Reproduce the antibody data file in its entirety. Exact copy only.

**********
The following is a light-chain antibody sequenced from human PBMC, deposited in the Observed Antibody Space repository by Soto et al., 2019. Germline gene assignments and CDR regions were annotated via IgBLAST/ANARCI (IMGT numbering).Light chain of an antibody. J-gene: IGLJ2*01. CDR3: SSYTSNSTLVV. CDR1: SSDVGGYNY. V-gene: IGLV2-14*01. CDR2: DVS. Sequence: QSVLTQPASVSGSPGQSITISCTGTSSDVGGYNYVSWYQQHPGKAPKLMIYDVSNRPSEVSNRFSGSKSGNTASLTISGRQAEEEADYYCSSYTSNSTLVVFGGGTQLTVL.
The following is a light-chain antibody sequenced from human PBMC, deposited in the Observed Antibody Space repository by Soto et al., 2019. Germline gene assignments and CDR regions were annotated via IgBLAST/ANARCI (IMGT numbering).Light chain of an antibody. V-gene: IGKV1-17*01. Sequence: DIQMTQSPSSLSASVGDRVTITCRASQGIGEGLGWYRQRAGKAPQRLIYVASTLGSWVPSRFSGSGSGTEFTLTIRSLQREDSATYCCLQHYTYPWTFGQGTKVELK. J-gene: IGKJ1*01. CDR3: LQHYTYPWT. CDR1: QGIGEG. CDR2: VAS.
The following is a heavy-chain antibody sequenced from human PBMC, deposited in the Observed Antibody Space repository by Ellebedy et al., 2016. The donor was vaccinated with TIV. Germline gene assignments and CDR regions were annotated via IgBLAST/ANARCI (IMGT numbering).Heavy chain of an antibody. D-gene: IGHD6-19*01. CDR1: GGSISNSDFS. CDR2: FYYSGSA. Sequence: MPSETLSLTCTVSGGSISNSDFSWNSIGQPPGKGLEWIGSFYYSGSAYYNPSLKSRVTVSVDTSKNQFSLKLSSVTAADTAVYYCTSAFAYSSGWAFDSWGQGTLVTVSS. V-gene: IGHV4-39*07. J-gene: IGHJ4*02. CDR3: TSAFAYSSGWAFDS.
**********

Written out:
The following is a light-chain antibody sequenced from human PBMC, deposited in the Observed Antibody Space repository by Soto et al., 2019. Germline gene assignments and CDR regions were annotated via IgBLAST/ANARCI (IMGT numbering).Light chain of an antibody. J-gene: IGLJ2*01. CDR3: SSYTSNSTLVV. CDR1: SSDVGGYNY. V-gene: IGLV2-14*01. CDR2: DVS. Sequence: QSVLTQPASVSGSPGQSITISCTGTSSDVGGYNYVSWYQQHPGKAPKLMIYDVSNRPSEVSNRFSGSKSGNTASLTISGRQAEEEADYYCSSYTSNSTLVVFGGGTQLTVL.
The following is a light-chain antibody sequenced from human PBMC, deposited in the Observed Antibody Space repository by Soto et al., 2019. Germline gene assignments and CDR regions were annotated via IgBLAST/ANARCI (IMGT numbering).Light chain of an antibody. V-gene: IGKV1-17*01. Sequence: DIQMTQSPSSLSASVGDRVTITCRASQGIGEGLGWYRQRAGKAPQRLIYVASTLGSWVPSRFSGSGSGTEFTLTIRSLQREDSATYCCLQHYTYPWTFGQGTKVELK. J-gene: IGKJ1*01. CDR3: LQHYTYPWT. CDR1: QGIGEG. CDR2: VAS.
The following is a heavy-chain antibody sequenced from human PBMC, deposited in the Observed Antibody Space repository by Ellebedy et al., 2016. The donor was vaccinated with TIV. Germline gene assignments and CDR regions were annotated via IgBLAST/ANARCI (IMGT numbering).Heavy chain of an antibody. D-gene: IGHD6-19*01. CDR1: GGSISNSDFS. CDR2: FYYSGSA. Sequence: MPSETLSLTCTVSGGSISNSDFSWNSIGQPPGKGLEWIGSFYYSGSAYYNPSLKSRVTVSVDTSKNQFSLKLSSVTAADTAVYYCTSAFAYSSGWAFDSWGQGTLVTVSS. V-gene: IGHV4-39*07. J-gene: IGHJ4*02. CDR3: TSAFAYSSGWAFDS.